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Chapter 44 How the Monk rid himself of his keepers, and how Picrochole'_orlorn hope was defeated

  • The monk, seeing them break off thus without order, conjectured that they wer_o set upon Gargantua and those that were with him, and was wonderfull_rieved that he could not succour them. Then considered he the countenance o_he two keepers in whose custody he was, who would have willingly run afte_he troops to get some booty and plunder, and were always looking towards th_alley unto which they were going. Farther, he syllogized, saying, These me_re but badly skilled in matters of war, for they have not required my parole,
  • neither have they taken my sword from me. Suddenly hereafter he drew hi_rackmard or horseman's sword, wherewith he gave the keeper which held him o_he right side such a sound slash that he cut clean through the jugulary vein_nd the sphagitid or transparent arteries of the neck, with the fore-part o_he throat called the gargareon, even unto the two adenes, which are throa_ernels; and, redoubling the blow, he opened the spinal marrow betwixt th_econd and third vertebrae. There fell down that keeper stark dead to th_round. Then the monk, reining his horse to the left, ran upon the other, who,
  • seeing his fellow dead, and the monk to have the advantage of him, cried wit_ loud voice, Ha, my lord prior, quarter; I yield, my lord prior, quarter;
  • quarter, my good friend, my lord prior. And the monk cried likewise, My lor_osterior, my friend, my lord posterior, you shall have it upon you_osteriorums. Ha, said the keeper, my lord prior, my minion, my gentle lor_rior, I pray God make you an abbot. By the habit, said the monk, which _ear, I will here make you a cardinal. What! do you use to pay ransoms t_eligious men? You shall therefore have by-and-by a red hat of my giving. An_he fellow cried, Ha, my lord prior, my lord prior, my lord abbot that shal_e, my lord cardinal, my lord all! Ha, ha, hes, no, my lord prior, my goo_ittle lord the prior, I yield, render and deliver myself up to you. And _eliver thee, said the monk, to all the devils in hell. Then at one stroke h_ut off his head, cutting his scalp upon the temple-bones, and lifting up i_he upper part of the skull the two triangulary bones called sincipital, o_he two bones bregmatis, together with the sagittal commissure or dartlik_eam which distinguisheth the right side of the head from the left, as also _reat part of the coronal or forehead bone, by which terrible blow likewise h_ut the two meninges or films which enwrap the brain, and made a deep wound i_he brain's two posterior ventricles, and the cranium or skull abode hangin_pon his shoulders by the skin of the pericranium behind, in form of _octor's bonnet, black without and red within. Thus fell he down also to th_round stark dead.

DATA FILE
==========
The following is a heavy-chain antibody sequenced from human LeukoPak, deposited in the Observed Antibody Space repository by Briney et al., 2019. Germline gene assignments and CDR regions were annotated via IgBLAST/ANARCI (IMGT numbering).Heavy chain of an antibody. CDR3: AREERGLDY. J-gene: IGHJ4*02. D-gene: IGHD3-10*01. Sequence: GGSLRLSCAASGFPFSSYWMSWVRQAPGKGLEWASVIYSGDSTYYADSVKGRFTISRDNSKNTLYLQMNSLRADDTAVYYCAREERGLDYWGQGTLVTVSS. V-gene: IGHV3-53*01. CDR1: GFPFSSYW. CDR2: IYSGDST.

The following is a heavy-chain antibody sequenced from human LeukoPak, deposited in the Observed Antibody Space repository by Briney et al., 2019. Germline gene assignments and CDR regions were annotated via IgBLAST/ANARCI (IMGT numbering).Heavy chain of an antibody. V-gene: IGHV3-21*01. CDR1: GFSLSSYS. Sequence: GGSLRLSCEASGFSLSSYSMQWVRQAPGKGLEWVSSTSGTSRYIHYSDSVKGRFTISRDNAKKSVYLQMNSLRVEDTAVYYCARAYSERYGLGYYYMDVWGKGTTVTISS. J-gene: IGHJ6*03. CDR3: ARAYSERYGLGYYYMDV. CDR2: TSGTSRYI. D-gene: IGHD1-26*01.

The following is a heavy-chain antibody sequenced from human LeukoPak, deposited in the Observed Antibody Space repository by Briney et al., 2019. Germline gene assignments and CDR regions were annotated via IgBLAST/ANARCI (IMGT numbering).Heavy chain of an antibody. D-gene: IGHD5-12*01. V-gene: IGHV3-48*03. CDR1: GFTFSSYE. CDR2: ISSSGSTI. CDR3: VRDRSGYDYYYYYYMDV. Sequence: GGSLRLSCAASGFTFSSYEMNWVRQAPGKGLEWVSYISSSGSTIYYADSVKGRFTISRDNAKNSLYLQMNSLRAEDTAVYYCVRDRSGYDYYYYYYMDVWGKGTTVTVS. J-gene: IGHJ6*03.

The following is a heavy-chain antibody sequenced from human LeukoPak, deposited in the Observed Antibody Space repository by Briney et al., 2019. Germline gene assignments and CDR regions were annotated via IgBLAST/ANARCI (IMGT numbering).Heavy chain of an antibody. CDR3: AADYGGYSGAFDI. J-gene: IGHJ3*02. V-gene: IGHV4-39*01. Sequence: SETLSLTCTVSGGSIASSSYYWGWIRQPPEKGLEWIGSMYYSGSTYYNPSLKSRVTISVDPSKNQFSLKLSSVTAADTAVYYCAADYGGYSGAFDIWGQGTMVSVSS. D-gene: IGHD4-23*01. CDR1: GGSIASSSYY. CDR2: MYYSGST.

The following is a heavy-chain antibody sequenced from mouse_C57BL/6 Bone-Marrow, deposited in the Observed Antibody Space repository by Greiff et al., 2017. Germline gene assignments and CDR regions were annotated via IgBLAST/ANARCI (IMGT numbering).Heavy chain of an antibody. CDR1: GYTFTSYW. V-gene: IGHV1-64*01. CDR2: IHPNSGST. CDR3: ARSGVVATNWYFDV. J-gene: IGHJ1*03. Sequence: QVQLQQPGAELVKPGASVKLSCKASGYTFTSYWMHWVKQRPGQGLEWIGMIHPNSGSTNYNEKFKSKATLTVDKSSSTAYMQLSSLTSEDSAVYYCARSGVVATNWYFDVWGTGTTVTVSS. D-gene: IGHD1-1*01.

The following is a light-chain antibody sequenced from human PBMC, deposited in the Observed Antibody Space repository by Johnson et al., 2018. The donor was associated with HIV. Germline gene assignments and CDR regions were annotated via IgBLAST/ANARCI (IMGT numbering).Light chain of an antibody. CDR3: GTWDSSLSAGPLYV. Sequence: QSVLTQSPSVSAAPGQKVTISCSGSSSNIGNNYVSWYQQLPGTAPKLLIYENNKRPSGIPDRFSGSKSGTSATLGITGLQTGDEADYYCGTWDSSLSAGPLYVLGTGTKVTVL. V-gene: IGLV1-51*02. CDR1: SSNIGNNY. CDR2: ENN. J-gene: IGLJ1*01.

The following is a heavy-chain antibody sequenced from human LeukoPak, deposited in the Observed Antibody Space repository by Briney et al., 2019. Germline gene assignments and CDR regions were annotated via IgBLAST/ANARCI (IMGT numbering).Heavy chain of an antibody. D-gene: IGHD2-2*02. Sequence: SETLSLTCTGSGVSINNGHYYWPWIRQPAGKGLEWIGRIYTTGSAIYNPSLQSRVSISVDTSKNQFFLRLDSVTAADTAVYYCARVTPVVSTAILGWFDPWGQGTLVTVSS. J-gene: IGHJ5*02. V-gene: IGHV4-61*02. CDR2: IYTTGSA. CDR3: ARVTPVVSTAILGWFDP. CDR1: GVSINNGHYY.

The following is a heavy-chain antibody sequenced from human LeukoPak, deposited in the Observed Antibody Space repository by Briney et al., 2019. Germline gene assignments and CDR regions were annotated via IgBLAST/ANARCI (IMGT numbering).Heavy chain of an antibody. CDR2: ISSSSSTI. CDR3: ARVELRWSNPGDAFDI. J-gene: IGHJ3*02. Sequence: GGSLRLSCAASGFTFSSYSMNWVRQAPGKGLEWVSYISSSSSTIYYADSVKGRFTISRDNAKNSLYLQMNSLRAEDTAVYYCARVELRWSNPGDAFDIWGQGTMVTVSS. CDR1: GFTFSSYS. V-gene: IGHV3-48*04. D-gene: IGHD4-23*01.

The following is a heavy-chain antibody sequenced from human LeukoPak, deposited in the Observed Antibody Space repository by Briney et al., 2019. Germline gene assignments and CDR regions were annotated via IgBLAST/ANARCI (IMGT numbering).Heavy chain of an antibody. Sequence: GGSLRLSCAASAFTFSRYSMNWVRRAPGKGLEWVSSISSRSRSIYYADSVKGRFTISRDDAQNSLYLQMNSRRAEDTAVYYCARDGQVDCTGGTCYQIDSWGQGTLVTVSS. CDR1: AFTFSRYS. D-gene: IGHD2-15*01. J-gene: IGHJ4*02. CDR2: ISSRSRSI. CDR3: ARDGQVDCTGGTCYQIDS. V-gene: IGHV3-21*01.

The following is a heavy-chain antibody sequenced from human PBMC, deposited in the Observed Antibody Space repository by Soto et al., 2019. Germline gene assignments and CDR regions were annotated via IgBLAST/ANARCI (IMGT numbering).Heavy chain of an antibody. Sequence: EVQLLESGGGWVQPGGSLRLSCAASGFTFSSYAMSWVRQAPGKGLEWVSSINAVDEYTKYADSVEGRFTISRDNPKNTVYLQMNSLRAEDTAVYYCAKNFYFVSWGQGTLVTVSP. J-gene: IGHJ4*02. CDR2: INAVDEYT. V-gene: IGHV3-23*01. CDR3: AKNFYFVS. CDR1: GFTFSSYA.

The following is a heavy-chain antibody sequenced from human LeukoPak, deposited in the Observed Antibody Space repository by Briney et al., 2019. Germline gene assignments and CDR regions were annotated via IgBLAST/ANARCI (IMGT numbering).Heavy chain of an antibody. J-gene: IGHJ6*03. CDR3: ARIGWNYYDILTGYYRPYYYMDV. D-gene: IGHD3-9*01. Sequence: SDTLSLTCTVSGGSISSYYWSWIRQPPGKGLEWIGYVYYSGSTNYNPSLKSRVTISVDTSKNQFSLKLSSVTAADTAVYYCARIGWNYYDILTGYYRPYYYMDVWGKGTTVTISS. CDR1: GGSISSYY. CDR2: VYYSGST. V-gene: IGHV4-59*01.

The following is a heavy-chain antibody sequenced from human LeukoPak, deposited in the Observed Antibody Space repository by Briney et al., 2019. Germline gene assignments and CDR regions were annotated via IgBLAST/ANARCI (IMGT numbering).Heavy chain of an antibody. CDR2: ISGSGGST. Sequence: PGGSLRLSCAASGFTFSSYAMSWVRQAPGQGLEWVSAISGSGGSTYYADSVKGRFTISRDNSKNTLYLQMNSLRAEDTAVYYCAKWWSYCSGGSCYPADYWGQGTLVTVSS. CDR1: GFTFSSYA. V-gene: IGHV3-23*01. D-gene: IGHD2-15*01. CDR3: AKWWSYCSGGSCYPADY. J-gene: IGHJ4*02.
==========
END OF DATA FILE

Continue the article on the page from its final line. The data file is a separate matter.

• And presently the monk gave his horse the spur, and kept the way that th_nemy held, who had met with Gargantua and his companions in the broa_ighway, and were so diminished of their number for the enormous slaughte_hat Gargantua had made with his great tree amongst them, as also Gymnast,
  • Ponocrates, Eudemon, and the rest, that they began to retreat disorderly an_n great haste, as men altogether affrighted and troubled in both sense an_nderstanding, and as if they had seen the very proper species and form o_eath before their eyes; or rather, as when you see an ass with a brizze o_adbee under his tail, or fly that stings him, run hither and thither withou_eeping any path or way, throwing down his load to the ground, breaking hi_ridle and reins, and taking no breath nor rest, and no man can tell what ail_im, for they see not anything touch him. So fled these people destitute o_it, without knowing any cause of flying, only pursued by a panic terror whic_n their minds they had conceived. The monk, perceiving that their whol_ntent was to betake themselves to their heels, alighted from his horse an_ot upon a big large rock which was in the way, and with his great brackmar_word laid such load upon those runaways, and with main strength fetching _ompass with his arm without feigning or sparing, slew and overthrew so man_hat his sword broke in two pieces. Then thought he within himself that he ha_lain and killed sufficiently, and that the rest should escape to carry news.
  • Therefore he took up a battle-axe of those that lay there dead, and got upo_he rock again, passing his time to see the enemy thus flying and to tumbl_imself amongst the dead bodies, only that he suffered none to carry pike,
  • sword, lance, nor gun with him, and those who carried the pilgrims bound h_ade to alight, and gave their horses unto the said pilgrims, keeping the_here with him under the hedge, and also Touchfaucet, who was then hi_risoner.